Green Burial Grounds often use indigenous rock or planting a shrub as a markers. These lands are preserved and function as parks for life to thrive. While the graves disappear into the landscape. Locations are noted with Global Positioning System coordinates. (GIS) also helps pinpoint your loved one's final resting place.

Please share your thoughts on burial. Would you prefer cemetery burial or green burial? What advice can you share with others? 

The Ethical Will

The most important element of a funeral is The Ethical Will. An Ethical Will is, “A document in which a dying person states his or her legacy to the family. It is a statement of the individual’s hopes and dreams for his or her family, the values which he or she would like to pass on and any other thoughts or messages which the individual would like his or her family to remember.” Irish (1993) Its religious origins trace back to the Hebrew bible where it was first described more than 3000 years ago, and in the Christian Bible (John Ch. 15 – 18).
 
Some cultural universals found in the funeral rite are in the storytelling aspects of ceremony. We make mention of family history reminding each other of the awesome qualities and peak experiences we shared as well as important events that took place. We come to terms with regrets and share items that articulate our feelings with those taking part.

The Ethical Will allows us to address these issues while we are still alive. It is a method of passing the torch. We share our hopes, aspirations and legacy of values with our loved ones and hope that our wishes will be realized through them. In this way, the Ethical Will serves as a method of enculturation. The Ethical Will is a tool for empowering our descendants.

As a funeral rite, cultural norms include the passing on of wisdom, family traditions and records. We narrate pictures and teach one another about our roles. These blessings, personal values, and beliefs communicate love. It is a time of reconciliation and forgiveness. The Living Funeral focuses on a proactive message such as things we are grateful for, things we learned from experience, and things that served us well in guiding our actions. As a rule, we universally want to follow through with final wishes so perhaps we ought to send our benefactors off on a quest, their very own “Message to Garcia” of sorts. Perhaps their quest is an ancestral scavenger hunt or quest to confront a fear. 

Imagine receiving a message from beyond the grave, where someone who cared about you, shared some bit of personal life experience that could not be said in person. These messages are healing to friends and relatives who might also be inspired to repeat the favor to their forebears as well. The funeral home is a logical place to store such materials to ensure that they can and will be found BEFORE the funeral. It serves no one to have these materials stored in the back of a dark closet or secret bank safety deposit box, where they are generally found long after the funeral.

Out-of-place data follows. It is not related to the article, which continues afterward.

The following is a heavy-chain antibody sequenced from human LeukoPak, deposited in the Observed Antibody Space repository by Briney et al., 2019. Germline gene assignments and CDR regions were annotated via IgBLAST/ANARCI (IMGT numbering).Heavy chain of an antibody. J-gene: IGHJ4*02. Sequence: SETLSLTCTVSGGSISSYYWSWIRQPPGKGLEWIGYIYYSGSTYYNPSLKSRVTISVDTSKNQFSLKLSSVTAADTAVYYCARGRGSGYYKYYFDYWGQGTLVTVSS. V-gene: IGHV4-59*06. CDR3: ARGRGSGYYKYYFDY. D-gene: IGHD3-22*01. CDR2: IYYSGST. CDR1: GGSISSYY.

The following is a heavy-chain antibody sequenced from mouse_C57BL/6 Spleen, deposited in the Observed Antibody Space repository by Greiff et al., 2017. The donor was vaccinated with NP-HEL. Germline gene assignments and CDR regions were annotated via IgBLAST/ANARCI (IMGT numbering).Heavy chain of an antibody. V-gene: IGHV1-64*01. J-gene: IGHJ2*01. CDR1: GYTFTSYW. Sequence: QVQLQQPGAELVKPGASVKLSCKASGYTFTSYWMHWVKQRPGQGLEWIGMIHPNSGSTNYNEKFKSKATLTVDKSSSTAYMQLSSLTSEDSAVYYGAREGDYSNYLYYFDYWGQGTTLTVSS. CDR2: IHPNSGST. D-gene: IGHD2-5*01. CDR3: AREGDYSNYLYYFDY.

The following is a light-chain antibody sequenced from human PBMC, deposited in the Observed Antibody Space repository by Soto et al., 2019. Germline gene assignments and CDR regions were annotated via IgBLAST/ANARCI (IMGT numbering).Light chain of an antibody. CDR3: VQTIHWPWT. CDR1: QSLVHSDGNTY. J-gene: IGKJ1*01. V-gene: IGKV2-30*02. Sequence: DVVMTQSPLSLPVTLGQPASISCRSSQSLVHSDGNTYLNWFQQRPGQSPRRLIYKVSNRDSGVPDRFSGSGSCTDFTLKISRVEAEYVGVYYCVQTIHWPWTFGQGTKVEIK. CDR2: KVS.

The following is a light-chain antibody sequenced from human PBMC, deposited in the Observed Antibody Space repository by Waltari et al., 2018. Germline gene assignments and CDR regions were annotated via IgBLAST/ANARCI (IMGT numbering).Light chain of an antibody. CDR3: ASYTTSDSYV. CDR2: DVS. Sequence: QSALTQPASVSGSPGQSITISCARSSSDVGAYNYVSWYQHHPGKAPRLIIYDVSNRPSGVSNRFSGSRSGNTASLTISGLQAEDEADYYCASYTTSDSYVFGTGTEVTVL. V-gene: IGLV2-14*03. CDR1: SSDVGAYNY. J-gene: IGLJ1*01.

Please share your thoughts on writing an Ethical Will. How will you document your legacy to your family? What special instructions will you leave?

Funeral Music: Las Golondrinas by Pedro Infante


A beautiful song for funerals is “Las Golondrinas”, also referred to as “La Golondrina”, (which translates to "The Swallow"). According to an article on “Fugots” Wordpress blog, “La Golondrina” “is a sad and beautiful traditional song from Mexico based on this symbolism… it is a song of empathy for the poor swallow who can no longer go home, or has no more home to return to.” An article on blogspot by “Popculture-Alcatraz” notes, “this song is used in Mexico to show sadness in the finish of a project, in a good bye or in the end of a project." It's also used in funerals. The swallow’s ascent symbolizes the spirit of the person rising up towards heaven. The song is meant to comfort the bereaved when played at funerals.

Wikicommons/Mpaerdyro
Many other artists have recorded “La Golondrina”. A simple search on AllMusic.com turns up 910 results for “Las Golondrinas” in songs. Many well-known singers/musicians have performed the song including: Nat King Cole, Placido Domingo, Slim Whitman, Perez Prado, Bob Wills, Xavier Cugat, Hank Williams, Vicente Fernandez, and Chet Atkins.

Pedro Infante was born in Mexico on November 18, 1917 and died on April 15, 1957. He was “one of the most famous actors and singers of the Golden Age of Mexican cinema and is an idol of the Latin American people” says Wikipedia. Wikipedia notes: he appeared in over 60 films and recorded over 350 songs, of which, “waltzes, cha-cha-chas, rancheras and boleros placed him among the most popular singers of the mariachi and ranchera music”. Some of his most famous songs are “Amorcito Corazon”; “Te Quiero Asi”; “Corazon”; and “Mi Carinito” which he sang so frequently to his on-screen film “grandmother” Sara Garcia that the song was played at her funeral.

I first heard “Las Golondrinas” sung by Pedro Infante when I was looking into traditional Mexican music often played at funerals. The Mariachi music sounds quite graceful behind Pedro Infante’s vocals. The song has a warmth and comforting quality to it. It may be designed to help the bereaved to let go, and accept the loss. Some songs are designed to evoke emotion to help people express their feelings, and “Las Golondrinas” has that quality.

Please share your thoughts on Pedro Infante's song, "Las Golondrinas". Have you found other songs comforting during a time of grief? What other songs would you share with someone who has lost a loved one?